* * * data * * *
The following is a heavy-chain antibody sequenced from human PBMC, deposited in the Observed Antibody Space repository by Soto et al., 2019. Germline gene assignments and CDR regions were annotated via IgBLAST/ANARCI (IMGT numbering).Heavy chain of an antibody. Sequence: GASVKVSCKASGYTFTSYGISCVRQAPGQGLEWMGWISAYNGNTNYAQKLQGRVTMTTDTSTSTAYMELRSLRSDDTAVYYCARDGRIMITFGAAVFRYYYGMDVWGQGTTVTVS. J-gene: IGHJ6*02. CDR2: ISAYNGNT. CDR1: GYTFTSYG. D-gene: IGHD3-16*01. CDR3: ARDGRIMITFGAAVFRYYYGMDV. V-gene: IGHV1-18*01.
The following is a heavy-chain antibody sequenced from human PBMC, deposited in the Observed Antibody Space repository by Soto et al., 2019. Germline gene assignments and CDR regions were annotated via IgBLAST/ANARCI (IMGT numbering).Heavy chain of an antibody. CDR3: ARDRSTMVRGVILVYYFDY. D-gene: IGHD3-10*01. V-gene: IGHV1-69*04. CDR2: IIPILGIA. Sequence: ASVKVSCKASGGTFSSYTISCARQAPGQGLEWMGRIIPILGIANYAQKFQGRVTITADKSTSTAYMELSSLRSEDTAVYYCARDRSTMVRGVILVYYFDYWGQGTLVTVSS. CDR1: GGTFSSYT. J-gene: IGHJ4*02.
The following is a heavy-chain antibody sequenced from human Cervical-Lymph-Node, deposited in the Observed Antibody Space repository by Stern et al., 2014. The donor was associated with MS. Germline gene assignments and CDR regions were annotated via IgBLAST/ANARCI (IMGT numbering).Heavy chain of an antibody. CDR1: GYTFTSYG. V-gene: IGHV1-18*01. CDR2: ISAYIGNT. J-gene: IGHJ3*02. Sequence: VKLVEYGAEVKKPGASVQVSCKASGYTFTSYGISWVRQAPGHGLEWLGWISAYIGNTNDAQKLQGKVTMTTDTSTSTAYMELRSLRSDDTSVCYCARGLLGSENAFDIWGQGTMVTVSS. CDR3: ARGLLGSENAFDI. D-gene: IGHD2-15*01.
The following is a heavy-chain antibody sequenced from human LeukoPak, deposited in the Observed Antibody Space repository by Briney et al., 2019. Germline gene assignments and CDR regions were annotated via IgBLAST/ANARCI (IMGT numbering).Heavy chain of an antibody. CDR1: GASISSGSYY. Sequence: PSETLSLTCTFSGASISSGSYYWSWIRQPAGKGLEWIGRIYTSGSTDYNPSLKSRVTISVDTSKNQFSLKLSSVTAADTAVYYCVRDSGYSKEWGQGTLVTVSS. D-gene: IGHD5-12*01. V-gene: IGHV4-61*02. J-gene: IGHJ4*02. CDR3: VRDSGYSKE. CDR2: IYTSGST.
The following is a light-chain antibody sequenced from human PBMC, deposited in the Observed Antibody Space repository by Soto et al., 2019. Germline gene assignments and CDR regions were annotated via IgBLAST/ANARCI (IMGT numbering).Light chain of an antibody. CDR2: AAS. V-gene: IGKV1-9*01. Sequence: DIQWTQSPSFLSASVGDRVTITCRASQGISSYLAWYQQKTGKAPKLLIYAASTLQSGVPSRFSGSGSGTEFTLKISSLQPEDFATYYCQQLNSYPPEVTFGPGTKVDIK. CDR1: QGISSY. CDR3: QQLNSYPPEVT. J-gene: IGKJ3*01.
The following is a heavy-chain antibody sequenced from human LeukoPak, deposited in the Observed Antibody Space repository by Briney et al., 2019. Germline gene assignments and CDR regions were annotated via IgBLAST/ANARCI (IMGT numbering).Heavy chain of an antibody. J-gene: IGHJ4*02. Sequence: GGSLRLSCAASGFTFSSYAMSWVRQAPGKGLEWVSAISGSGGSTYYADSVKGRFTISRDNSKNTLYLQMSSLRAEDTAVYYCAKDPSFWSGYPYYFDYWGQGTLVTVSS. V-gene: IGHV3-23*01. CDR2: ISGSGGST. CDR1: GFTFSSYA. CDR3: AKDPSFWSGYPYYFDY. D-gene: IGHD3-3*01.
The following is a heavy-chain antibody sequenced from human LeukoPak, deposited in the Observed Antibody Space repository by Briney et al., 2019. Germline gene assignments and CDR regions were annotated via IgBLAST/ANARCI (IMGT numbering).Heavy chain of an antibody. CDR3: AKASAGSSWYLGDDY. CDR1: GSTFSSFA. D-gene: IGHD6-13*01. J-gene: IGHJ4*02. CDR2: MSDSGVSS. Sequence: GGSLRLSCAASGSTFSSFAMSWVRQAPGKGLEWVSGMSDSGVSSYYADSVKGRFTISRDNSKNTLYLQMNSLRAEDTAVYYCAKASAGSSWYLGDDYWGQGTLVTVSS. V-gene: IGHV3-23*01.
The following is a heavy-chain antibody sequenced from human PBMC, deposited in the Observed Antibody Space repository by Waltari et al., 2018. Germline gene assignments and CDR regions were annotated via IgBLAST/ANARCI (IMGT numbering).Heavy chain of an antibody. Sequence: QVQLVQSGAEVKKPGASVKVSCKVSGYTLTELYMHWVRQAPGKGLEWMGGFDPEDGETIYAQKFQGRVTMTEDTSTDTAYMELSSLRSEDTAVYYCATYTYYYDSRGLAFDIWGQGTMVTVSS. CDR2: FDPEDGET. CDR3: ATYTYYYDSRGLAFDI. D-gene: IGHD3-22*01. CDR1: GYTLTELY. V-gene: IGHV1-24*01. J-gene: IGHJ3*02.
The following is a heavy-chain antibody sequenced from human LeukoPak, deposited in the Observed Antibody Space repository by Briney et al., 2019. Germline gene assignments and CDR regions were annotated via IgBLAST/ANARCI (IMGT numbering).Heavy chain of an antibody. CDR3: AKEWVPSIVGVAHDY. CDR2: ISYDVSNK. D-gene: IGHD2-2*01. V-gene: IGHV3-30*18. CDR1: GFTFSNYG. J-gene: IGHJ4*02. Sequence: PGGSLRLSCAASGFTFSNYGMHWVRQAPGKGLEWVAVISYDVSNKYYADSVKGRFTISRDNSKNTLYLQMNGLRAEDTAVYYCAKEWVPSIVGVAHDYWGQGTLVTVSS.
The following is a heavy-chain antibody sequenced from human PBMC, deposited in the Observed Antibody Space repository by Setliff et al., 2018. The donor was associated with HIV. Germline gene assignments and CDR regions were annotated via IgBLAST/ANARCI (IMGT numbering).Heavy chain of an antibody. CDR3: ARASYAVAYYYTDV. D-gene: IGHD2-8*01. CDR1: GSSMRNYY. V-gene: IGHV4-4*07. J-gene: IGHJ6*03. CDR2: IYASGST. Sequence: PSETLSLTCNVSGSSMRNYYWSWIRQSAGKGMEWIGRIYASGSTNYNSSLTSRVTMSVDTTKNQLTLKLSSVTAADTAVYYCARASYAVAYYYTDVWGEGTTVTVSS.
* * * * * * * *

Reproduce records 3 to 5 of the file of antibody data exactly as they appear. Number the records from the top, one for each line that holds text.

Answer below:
The following is a heavy-chain antibody sequenced from human Cervical-Lymph-Node, deposited in the Observed Antibody Space repository by Stern et al., 2014. The donor was associated with MS. Germline gene assignments and CDR regions were annotated via IgBLAST/ANARCI (IMGT numbering).Heavy chain of an antibody. CDR1: GYTFTSYG. V-gene: IGHV1-18*01. CDR2: ISAYIGNT. J-gene: IGHJ3*02. Sequence: VKLVEYGAEVKKPGASVQVSCKASGYTFTSYGISWVRQAPGHGLEWLGWISAYIGNTNDAQKLQGKVTMTTDTSTSTAYMELRSLRSDDTSVCYCARGLLGSENAFDIWGQGTMVTVSS. CDR3: ARGLLGSENAFDI. D-gene: IGHD2-15*01.
The following is a heavy-chain antibody sequenced from human LeukoPak, deposited in the Observed Antibody Space repository by Briney et al., 2019. Germline gene assignments and CDR regions were annotated via IgBLAST/ANARCI (IMGT numbering).Heavy chain of an antibody. CDR1: GASISSGSYY. Sequence: PSETLSLTCTFSGASISSGSYYWSWIRQPAGKGLEWIGRIYTSGSTDYNPSLKSRVTISVDTSKNQFSLKLSSVTAADTAVYYCVRDSGYSKEWGQGTLVTVSS. D-gene: IGHD5-12*01. V-gene: IGHV4-61*02. J-gene: IGHJ4*02. CDR3: VRDSGYSKE. CDR2: IYTSGST.
The following is a light-chain antibody sequenced from human PBMC, deposited in the Observed Antibody Space repository by Soto et al., 2019. Germline gene assignments and CDR regions were annotated via IgBLAST/ANARCI (IMGT numbering).Light chain of an antibody. CDR2: AAS. V-gene: IGKV1-9*01. Sequence: DIQWTQSPSFLSASVGDRVTITCRASQGISSYLAWYQQKTGKAPKLLIYAASTLQSGVPSRFSGSGSGTEFTLKISSLQPEDFATYYCQQLNSYPPEVTFGPGTKVDIK. CDR1: QGISSY. CDR3: QQLNSYPPEVT. J-gene: IGKJ3*01.